Question: Low Support Value Of Phylogenetic Trees
gravatar for Dejian
9.3 years ago by
United States
Dejian1.3k wrote:

The support value of my phylogenetic tree is very low. What are the possible reasons? How to improve the stability of the tree? (The peptide sequences were retrieved from the gene set of different insect genomes.)

phylogenetics statistics • 7.4k views
ADD COMMENTlink modified 9 months ago by Biostar ♦♦ 20 • written 9.3 years ago by Dejian1.3k


I appreciate to know how to read and interpret-ate the phylogenetic tree for viruses?

What does the numbers for bootstraps mean and how interpreted?



ADD REPLYlink modified 15 months ago by zx87549.9k • written 8.9 years ago by Oumed30

The bootstrap values signify how sure one can be that the tree is correct at any given node. A tree is calculated by looking at existing molecular data, and the more data one can gather, the easier it will be to relate the sequences in a highly-confident phylogeny. If the sequence evidence is not good enough, the bootstrap values will be low.

ADD REPLYlink written 8.9 years ago by Ahdf-Lell-Kocks1.6k
gravatar for Stefano Berri
9.3 years ago by
Stefano Berri4.2k
Cambridge, UK
Stefano Berri4.2k wrote:

Tell us more. How do you produce the tree?

In general, you should (1) get the protein sequences*, (1a) remove pseudogenes if you can, (2) align them (clustalX), (3) manually select conserved region(s), (4) iterate between points (2) and (3) till it is stable and then (5) bootstrap, (6) produce trees and (7) consensus.

I suspect you might have skipped step (3) and (4). If, after doing so, you still have low bootstrap values, I suspect you'll have some branches with good support but lower values in the "high branches". Focus on clusters of well conserved genes, remove them, cluster them alone and re-cluster the other with only one or two genes from each group.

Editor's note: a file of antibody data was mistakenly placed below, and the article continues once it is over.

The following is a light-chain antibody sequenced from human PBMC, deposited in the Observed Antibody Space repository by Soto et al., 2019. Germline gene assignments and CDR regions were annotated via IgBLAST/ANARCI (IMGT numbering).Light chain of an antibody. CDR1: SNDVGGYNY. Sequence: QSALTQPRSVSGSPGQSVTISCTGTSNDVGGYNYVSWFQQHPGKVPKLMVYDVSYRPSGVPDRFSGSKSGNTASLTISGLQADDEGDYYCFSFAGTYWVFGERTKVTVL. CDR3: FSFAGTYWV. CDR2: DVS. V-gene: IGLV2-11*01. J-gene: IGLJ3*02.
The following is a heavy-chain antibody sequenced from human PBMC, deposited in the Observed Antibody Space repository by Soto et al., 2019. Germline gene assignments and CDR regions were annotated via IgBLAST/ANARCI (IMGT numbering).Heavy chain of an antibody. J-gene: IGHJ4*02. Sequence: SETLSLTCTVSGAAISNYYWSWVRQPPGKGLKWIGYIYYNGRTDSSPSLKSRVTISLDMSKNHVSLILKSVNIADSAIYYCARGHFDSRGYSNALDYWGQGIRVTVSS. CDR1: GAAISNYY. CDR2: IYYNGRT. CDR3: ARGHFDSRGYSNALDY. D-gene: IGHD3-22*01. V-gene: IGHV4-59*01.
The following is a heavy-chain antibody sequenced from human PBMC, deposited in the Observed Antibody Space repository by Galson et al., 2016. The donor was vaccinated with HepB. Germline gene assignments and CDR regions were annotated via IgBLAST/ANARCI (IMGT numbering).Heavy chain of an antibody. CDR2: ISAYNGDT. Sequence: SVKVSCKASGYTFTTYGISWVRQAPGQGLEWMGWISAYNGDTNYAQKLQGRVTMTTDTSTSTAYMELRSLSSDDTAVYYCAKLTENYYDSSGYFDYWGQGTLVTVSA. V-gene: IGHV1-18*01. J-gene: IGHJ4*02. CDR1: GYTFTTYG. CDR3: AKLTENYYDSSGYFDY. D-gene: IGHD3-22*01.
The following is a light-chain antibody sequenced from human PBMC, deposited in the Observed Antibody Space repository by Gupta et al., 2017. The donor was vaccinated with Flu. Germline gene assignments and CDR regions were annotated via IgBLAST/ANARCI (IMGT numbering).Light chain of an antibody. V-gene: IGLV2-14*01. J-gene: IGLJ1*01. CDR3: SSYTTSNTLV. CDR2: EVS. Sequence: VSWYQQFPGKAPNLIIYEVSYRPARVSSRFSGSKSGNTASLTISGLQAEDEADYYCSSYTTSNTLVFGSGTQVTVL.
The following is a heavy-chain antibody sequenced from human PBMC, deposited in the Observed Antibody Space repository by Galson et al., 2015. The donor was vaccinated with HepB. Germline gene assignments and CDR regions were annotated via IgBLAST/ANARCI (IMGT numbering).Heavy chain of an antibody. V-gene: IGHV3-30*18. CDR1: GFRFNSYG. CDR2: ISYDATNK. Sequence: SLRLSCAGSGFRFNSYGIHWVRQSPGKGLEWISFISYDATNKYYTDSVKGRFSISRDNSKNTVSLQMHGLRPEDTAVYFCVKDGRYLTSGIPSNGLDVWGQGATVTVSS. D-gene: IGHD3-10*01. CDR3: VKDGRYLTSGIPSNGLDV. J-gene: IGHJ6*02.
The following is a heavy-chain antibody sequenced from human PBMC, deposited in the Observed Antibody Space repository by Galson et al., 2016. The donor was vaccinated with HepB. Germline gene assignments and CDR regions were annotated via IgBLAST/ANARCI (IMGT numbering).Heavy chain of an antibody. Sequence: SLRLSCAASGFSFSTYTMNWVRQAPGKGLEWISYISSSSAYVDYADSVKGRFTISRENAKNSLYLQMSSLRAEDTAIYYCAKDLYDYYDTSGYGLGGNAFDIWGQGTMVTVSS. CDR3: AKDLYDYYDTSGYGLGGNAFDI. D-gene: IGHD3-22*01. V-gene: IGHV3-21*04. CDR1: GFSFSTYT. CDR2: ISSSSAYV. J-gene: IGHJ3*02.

Phyolgenetic treee are a bit of a craft...

  • as lh3 says in the comment below, you could also use DNA. DNA could improve only if the protein sequences are all VERY similar (like 95% or more identities).
ADD COMMENTlink modified 9.3 years ago • written 9.3 years ago by Stefano Berri4.2k

Using "the protein sequences" is not always the right thing to do. It depends. See also this question.

ADD REPLYlink modified 14 months ago by Ram32k • written 9.3 years ago by lh332k

There are programs automatically trimming poorly aligned regions. There was a question about this. I could not find it right now.

ADD REPLYlink written 9.3 years ago by lh332k

@lh3 trimal or gBlock can be used for trimming the alignment. I recommend trimal.

ADD REPLYlink modified 14 months ago by Ram32k • written 9.3 years ago by Leszek4.1k
gravatar for Leszek
9.3 years ago by
IIMCB, Poland
Leszek4.1k wrote:

what is you gene of interest, or family of interest? if you are dealing with completely sequenced species, you can try to browse phylomeDB and Ensembl for Metazoa for you genes of interest. Both offer good quality of reconstructed alignments and trees.

ADD COMMENTlink written 9.3 years ago by Leszek4.1k
gravatar for Tancata
9.3 years ago by
Newcastle, UK
Tancata210 wrote:

Another question is how much data do you have (i.e. how many well-aligned positions?). If it's e.g. a single-gene alignment, it might not contain much information about the poorly-supported branches and you wouldn't have really been doing anything wrong. Poorly-aligned (or very variable) sequences, or sequences that are almost identical, might also not "be able" to resolve many of the branches on the tree. Or the sequences might be evolving in an unusual way.

ADD COMMENTlink written 9.3 years ago by Tancata210
gravatar for Cmzmasek
9.2 years ago by
San Diego, CA, USA
Cmzmasek10 wrote:

Sometimes it helps to remove the most divergent sequences. Also the quality of the MSA is of uttermost importance, I recommend to use MAFFT or ProbCons to calculate it.

ADD COMMENTlink written 9.2 years ago by Cmzmasek10
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